Alternative to pellet guns in Kashmir was approved in 2012, only on paper

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Riot-control equipment less lethal than pellet guns – which have caused grievous injuries to protesters in Kashmir over the last two months – had been approved for acquisition by Jammu and Kashmir police and the Central government in 2012.
According to a report in The Indian Express, the acquisition process got stuck in bureaucratic red-tape, despite a commitment from then Prime Minister Manmohan Singh, who had kickstarted the search for less lethal weapons immediately following the protests in 2010. Police had shot dead 110 protestors in the 2010 unrest in Kashmir, the last time such mass protests had broken out in the Valley.
On Monday, a panel set up by Home Minister Rajnath Singh recommended the use of PAVA shells in place of pellet guns.
The committee short-listed the procurement of Nonivamide pellets and grenades, filled with an irritant derived from capsaicin; a foul-smelling repellant liquid known as skunk; directional speakers that can create an acoustic shield to push back crowds; and 12-gauge shells filled with rubber pellets, instead of lead.
But according to the report, in 2012, the same capsaicin-derived pellets, as well as rubber balls that deliver baton-like blows at a distance, were tested in Srinagar at field trials attended by several army and police officials.
But the Ministry of Home Affairs called for a fresh round of tests, the fourth time since 2011, to allay the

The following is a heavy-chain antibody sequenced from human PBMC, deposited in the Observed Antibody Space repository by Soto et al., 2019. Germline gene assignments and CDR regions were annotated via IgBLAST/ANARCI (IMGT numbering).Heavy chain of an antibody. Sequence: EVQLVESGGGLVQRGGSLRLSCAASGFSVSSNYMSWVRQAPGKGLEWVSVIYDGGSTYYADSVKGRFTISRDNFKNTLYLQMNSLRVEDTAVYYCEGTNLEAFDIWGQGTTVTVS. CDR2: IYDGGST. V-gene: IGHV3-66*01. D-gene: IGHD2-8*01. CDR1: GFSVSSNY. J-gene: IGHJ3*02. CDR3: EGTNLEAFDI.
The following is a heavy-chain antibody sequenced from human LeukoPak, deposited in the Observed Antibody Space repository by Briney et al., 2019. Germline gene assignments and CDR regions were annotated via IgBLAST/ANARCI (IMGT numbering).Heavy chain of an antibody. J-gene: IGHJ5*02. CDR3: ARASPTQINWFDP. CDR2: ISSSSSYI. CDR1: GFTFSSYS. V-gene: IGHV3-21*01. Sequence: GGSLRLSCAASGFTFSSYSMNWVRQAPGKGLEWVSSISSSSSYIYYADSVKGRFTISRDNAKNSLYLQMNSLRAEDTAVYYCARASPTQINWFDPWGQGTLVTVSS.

concerns of some officers. But the fresh tests were never held and the procurement process never began, says
the report.
Experts in the present MHA panel were quoted as saying that unless a clear acquisition procedure is laid out this time, the new recommendations could end the same way. Training of police and army personnel for its use is one of the challenges, said the experts.
Police and CRPF in Kashmir were, during the tenure of UPA-2, supposed to attend a seven-day course for all units deployed in the region for riot control, called the Joint Law and Order Training Module. But the courses ended in 2014 as elections dawned upon the country, said the report.
In January 2016, two of the officials who had attended the field trials in 2012 called for a restoration of the training schedule. But no action was taken.
“The original idea was that the CRPF’s Rapid Action Force centre in Meerut would become a hub for training instructors,” former CRPF DGP K Vijay Kumar was quoted as saying.
But there is still no course in less-lethal methods of riot control at any police academy in the country, and no standard protocols for the use of the new weapons, said the report.

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